• Write a letter to yourself. Writing down – and thereby affirming the reasons you chose to get clean and sober – makes these reasons feel more tangible and gives you a document to refer back to when you are feeling weak or challenged.
  • Plan activities with family.  Spend time with the people you love – the oldest, the youngest, and everyone in between.  This sort of quality time will help remind you all that is worth living for, and all that is worth staying healthy for, too.
  • Bring recovery reading with you. If you are traveling, be sure to bring some recovery literature for you.  These sorts of readings can be very supportive in the absence of your therapist, counselor, or support group – and can give you the boost you need to stay sober.
  • Don’t let yourself get hungry, angry, lonely, or tired. HALT is a great acronym to help you avoid relapse.  Each of these emotions can quickly lead to difficult emotions that could in turn lead to a return to use.  Avoiding all four of these feelings is great self-support.

Be Positive

As in all challenging situations in life, it’s extremely important to stay positive.  Good things happen to upbeat people; negative people attract the energy they emit.  Staying happy and positive through the difficult times this holiday season will help to keep you moving forward.

  • Avoid time with crazy relatives. If you have relatives that you know will encourage you to use, will stress you out, or will argue with you heavily, spend as little time with them as you can.  Avoid them entirely if you are able, but that isn’t always possible.  Do get away from them as soon as you are able, and remind yourself that there is nothing they can say or do that can make you drink or do drugs.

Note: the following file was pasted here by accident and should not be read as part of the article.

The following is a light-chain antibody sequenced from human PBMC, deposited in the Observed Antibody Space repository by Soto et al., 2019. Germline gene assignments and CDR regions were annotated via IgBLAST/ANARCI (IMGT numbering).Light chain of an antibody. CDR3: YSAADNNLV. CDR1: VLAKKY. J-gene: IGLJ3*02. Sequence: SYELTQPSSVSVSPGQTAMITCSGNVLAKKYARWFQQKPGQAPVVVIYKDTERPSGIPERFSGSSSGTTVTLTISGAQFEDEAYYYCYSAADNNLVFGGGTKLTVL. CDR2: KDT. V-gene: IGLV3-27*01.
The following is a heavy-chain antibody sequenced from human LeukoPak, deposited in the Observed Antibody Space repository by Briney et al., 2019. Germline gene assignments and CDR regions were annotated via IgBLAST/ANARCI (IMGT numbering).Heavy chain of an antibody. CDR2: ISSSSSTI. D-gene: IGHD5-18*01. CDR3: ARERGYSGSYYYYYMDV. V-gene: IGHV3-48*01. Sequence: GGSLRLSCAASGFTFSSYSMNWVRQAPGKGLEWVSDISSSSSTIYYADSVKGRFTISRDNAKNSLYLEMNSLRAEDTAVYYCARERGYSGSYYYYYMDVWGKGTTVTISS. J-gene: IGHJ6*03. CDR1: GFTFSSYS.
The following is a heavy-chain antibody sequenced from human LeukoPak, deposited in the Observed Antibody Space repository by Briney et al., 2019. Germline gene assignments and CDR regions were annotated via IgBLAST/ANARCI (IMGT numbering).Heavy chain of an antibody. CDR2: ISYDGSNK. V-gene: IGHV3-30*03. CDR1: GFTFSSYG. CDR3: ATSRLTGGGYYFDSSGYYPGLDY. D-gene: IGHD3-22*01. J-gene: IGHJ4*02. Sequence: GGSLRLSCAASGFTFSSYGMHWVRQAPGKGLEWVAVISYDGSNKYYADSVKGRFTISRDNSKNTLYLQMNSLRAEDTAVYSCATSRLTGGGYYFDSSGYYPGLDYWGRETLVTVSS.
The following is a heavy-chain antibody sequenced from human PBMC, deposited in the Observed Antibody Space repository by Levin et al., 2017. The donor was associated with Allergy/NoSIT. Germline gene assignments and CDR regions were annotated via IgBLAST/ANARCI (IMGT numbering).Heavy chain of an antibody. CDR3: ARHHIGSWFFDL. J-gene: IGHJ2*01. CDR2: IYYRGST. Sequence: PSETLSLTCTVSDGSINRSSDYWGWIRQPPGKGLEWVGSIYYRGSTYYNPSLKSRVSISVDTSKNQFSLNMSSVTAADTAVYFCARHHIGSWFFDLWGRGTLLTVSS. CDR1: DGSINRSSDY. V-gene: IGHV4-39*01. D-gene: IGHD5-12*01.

• Watch out for SAD. Seasonal Affective Disorder is a type of depression related to shorter days, longer nights, and the change in seasons, and there are over three million reported cases per year in the United States.  The cold, dark winter months can effect people tremendously, and it’s important that you are aware of this if you are in recovery.  Know that your depression may just be seasonal, don’t use, and contact a doctor as soon as you can for advice on how to cope.
  • Remember the spirit of gratitude and giving. Don’t forget what this season is all about.  Give thanks for your sobriety.  Spend time with family and friends, and share the love.
  • Celebrate recovery! There are many celebrations that happen this time of year, but the one for which you are likely most thankful is your recovery.  Celebrate the fact you got help, got sober, and that you now can look towards the future with a positive and hopeful outlook.

Staying clean and sober during the holidays can be extremely challenging, but if you prepare yourself properly, you can be ready for any temptations that may come your way.  At Clear Sky Recovery, we are here to help you begin your path to recovery and a healthy future.  If you are interested in learning more about ibogaine treatment and the way it can help you break free of addiction, please reach out to us today.  Our staff is standing by, eagerly awaiting your call, and we are happy to answer any questions you may have.  We look forward to hearing from you.